* The option to turn off app signatures has been removed from the UI (not always the case - Minecraft for instance used to tell users to turn app signature verification off globally to work around their lack of app signing).
* Android has a list of permissions you must grant apps in order to install them. iOS on the other hand requires the application to prompt for individual permissions (location information, microphone access, etc), requires a description of why they want that permission, and per App Store guidelines must run with (reduced) functionality should the user say no.
Forcing a perceived "best path" means that the path is going to be the easiest / only way for everyone to follow, and therefore can receive the most attention / most bug fixes / most thought from executives & developers / etc.
Now of course, some people will still disagree about whether that was indeed the best path, and whether it should've been forced. These people strangely never seem to become Apple executives. :)
Supporting obligatory 30% tax on any developer work makes my blood boil. If Apple model wins it will be a disaster for innovation and salaries. I will never buy or recommended Apple products for this reason. It's worth it to me a stand even if user experience is temporarily better.
If it can be used by a major brand, some unscrupulous actor will gently guide my parents through whatever convoluted steps are required to enable it for their seemingly useful app loaded with badware.
I'm glad there's no side channel.
Dev sells app for $0.69, Apple adds a 43% tax on top ($0.30), for a cost to consumer of $0.99 before paying the state/local tax.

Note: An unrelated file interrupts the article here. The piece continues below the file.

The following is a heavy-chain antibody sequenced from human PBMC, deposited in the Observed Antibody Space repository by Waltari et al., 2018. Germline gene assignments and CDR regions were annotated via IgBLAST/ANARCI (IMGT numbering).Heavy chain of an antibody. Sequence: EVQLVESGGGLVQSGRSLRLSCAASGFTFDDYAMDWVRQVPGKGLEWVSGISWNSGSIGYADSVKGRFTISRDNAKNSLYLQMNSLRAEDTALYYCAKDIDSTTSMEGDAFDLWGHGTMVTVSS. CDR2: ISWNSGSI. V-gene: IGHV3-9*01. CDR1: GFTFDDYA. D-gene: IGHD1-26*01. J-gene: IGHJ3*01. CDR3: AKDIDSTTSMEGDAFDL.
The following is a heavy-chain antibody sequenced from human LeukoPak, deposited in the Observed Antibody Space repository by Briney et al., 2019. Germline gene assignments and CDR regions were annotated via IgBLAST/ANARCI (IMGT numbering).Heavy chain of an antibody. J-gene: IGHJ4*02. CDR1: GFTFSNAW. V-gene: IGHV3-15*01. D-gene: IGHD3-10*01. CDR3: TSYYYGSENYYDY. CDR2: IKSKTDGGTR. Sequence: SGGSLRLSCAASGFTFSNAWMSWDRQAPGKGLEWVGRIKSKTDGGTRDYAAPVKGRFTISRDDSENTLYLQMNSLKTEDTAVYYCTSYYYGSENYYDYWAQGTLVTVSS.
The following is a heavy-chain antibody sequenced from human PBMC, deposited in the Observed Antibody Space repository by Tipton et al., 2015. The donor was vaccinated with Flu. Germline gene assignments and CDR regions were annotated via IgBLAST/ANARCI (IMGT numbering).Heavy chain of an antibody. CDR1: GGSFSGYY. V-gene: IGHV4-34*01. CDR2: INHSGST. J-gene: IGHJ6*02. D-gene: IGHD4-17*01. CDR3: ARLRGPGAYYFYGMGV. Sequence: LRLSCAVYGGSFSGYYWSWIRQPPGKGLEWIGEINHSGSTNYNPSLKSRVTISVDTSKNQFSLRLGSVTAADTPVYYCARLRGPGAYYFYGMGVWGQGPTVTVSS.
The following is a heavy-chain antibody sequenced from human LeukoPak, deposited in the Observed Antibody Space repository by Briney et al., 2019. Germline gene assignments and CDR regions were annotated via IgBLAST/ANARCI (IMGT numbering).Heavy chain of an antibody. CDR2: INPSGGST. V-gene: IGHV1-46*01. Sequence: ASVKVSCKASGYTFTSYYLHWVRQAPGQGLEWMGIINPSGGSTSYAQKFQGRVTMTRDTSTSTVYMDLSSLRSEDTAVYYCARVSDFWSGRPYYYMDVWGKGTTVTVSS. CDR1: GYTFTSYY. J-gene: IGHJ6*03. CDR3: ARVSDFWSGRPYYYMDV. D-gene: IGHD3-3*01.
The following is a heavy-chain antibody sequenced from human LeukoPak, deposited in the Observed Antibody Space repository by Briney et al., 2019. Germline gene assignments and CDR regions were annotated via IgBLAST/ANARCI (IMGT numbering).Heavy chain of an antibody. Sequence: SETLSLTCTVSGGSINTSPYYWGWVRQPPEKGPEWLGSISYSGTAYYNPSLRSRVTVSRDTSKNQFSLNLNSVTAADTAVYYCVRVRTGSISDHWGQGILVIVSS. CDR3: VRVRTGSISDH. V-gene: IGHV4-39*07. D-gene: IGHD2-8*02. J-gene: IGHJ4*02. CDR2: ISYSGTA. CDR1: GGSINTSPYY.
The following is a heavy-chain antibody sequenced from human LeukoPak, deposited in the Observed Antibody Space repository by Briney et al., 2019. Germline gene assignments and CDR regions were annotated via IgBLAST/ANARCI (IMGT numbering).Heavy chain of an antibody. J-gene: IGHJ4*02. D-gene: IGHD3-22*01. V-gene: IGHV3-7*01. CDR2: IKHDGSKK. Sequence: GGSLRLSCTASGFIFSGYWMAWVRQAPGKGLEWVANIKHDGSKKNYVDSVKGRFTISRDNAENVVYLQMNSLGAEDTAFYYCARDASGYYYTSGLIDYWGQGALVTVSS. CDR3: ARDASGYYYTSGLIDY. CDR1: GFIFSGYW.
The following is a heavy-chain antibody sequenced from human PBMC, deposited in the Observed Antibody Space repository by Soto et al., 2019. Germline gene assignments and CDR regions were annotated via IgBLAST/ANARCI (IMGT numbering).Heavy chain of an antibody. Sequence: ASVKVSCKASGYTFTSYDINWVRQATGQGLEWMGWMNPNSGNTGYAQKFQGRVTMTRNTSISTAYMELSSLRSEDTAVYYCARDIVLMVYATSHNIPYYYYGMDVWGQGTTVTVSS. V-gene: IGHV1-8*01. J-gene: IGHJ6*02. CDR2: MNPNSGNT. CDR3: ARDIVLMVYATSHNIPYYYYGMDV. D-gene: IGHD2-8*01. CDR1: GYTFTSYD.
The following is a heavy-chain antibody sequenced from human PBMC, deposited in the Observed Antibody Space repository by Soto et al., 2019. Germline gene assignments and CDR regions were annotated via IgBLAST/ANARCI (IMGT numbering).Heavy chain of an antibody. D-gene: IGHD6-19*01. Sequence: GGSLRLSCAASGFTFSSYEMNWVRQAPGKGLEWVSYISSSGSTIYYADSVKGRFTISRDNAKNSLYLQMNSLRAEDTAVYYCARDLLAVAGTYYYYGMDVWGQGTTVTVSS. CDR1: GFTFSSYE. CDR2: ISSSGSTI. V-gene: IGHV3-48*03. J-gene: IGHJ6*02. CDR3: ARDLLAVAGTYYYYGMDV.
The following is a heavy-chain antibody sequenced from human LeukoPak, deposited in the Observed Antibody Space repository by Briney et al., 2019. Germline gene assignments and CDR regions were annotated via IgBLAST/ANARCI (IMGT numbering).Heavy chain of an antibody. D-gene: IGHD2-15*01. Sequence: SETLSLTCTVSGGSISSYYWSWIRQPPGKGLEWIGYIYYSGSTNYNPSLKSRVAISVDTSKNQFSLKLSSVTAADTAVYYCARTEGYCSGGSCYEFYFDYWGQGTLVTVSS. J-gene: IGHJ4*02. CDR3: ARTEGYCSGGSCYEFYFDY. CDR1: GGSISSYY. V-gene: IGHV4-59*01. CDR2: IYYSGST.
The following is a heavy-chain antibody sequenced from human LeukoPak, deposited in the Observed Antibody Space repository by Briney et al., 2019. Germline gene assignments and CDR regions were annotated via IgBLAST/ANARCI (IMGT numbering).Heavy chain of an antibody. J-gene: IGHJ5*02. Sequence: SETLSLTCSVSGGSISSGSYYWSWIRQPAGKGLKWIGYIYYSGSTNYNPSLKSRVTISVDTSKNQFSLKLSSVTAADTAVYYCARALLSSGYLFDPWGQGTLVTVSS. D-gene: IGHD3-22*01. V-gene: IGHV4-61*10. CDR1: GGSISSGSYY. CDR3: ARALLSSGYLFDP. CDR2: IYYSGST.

> who could look at how Europe treats Android and come to the conclusion that Google made the right decision by being open?
Google was fined on antitrust grounds. I don't see which direction to leap to make that sentence relevant to them being fined.
From the EU’s competition commissioner
> Fine of €4,34 bn to @Google for 3 types of illegal restrictions on the use of Android. In this way it has cemented the dominance of its search engine. Denying rivals a chance to innovate and compete on the merits. It’s illegal under EU antitrust rules. @Google now has to stop it
It's unequivocally a positive if they play by the rules. They fell foul of Europe(who was protecting it's consumers).
Google's not a charity and made the choices they made to get to where they are. Making Android free ensured they quickly became relevant in the emerging mobile market without having to invest massive amounts in designing/making/manufacturing devices (alongside the risks), if doing Apple way. Or if they went the MS way and tried to sell a closed source OS to device manufacturers, those device manufacturers may instead have chosen a different, more polished OS from a company who had more experience/better reputation in that field.
You can drop the scare quotes, it's not "anti-competitive", it's just anti-competitive.